Hypernatraemia is defined as an elevated concentration of sodium in the blood, usually referenced as over 145 mmol/L. As sodium is the major osmotically active extracellular electrolyte, it is usually associated with changes in volume status.
An understanding of the normal physiology is important to aid understanding, and is discussed elsewhere (here). As sodium is the most important extracellular cation and osmotically active, it is intrinsically linked to water. Hypernatraemia represents an increased ratio of sodium in proportion to the extracellular water volume. As can be appreciated, this either means more sodium (without a change in water) or less water (without a change in sodium). It usually arises from a decrease in water i.e. some degree of dehydration. In health, this change is usually accompanied by an appropriate thirst response, and increased ADH release, maintaining homeostasis. These are particularly powerful and so often help maintain normality despite pathology. As such it can be seen that an inability to respond appropriately to thirst is a major risk for developing hypernatraemia e.g. when critically ill.
The conditions results from an increased ratio of sodium to extracellular water. A good way to consider the causes is to assess how this may arise.
Water loss in excess of sodium loss
Diabetes Insipidus - Cranial or Nephrogenic
Osmotic diuresis - hyperglycaemia, mannitol
Lower GI - diarrhoea
Upper GI - NG tube, vomiting
Decreased water intake
Hypothalamic dysfunction leading to thirst impairment
Behavioural prevention of response to thirst
No access to water
Increased sodium intake
Oral ingestion - seawater
IV - bicarbonate, hypertonic saline, antibiotics
Reduced sodium loss
This can be very varied. As with hyponatraemia, the speed of change is important, as this is what result in the osmotic gradients that cause the symptomatic fluid shifts. Slow change can be better tolerated than rapid.
CNS Relates to cerebral dehydration and is the most common source of symptoms. The symptoms are general worse with more rapid, larger changes:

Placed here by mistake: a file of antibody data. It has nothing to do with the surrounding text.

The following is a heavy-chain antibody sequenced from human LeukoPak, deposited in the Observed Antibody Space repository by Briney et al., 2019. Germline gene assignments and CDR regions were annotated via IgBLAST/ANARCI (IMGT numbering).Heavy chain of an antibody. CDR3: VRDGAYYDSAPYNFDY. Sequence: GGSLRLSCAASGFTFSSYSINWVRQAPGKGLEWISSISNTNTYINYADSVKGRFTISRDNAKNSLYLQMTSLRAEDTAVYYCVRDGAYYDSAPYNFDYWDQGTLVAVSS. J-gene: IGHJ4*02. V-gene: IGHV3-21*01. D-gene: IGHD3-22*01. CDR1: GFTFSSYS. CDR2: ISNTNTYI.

Focal neurological deficits
General Signs of dehydration
Reduced skin turgor
Specific causes may have relevant presenting features e.g. polyuria in DI.
Urinary electrolytes and osmolality - may aid diagnosis of DI
Investigations may be directed as specific cause:
The management principles are:
Correct water/sodium state
Correct underlying cause
Avoid/treat complications of hypernatraemia or over-rapid correction
Ongoing fluid losses should be stopped if possible. Some causes may be more amenable to treatment than other e.g. antiemetics for vomiting.
The volume deficit should be correction. This will usually be a water deficit, but may also be a sodium deficit. Options include:
IV glucose 5%
IV balanced crystalloid
A slow correction rate is desirable in most cases to reduce the risk of cerebral oedema. A correction rate of 10 mmol/L over 24 hours is reasonable. Rapid correction may be possible in acute changes e.g. with DI
The patient’s drugs should be reviewed.
Calculating the water deficit (WD) can be useful to guide management. This is the volume of water needed to correct the hypernatraemia.
WD = TBW x ((Serum Na+/145)-1)) The total body water (TBW) will vary depending on the patient’s gender and age and can be estimated as: Lean body weight x 0.6 - men 0.5 - women/elderly men 0.45 - elderly women
When there is sodium loss in addition to water loss, the total amount will be more than this.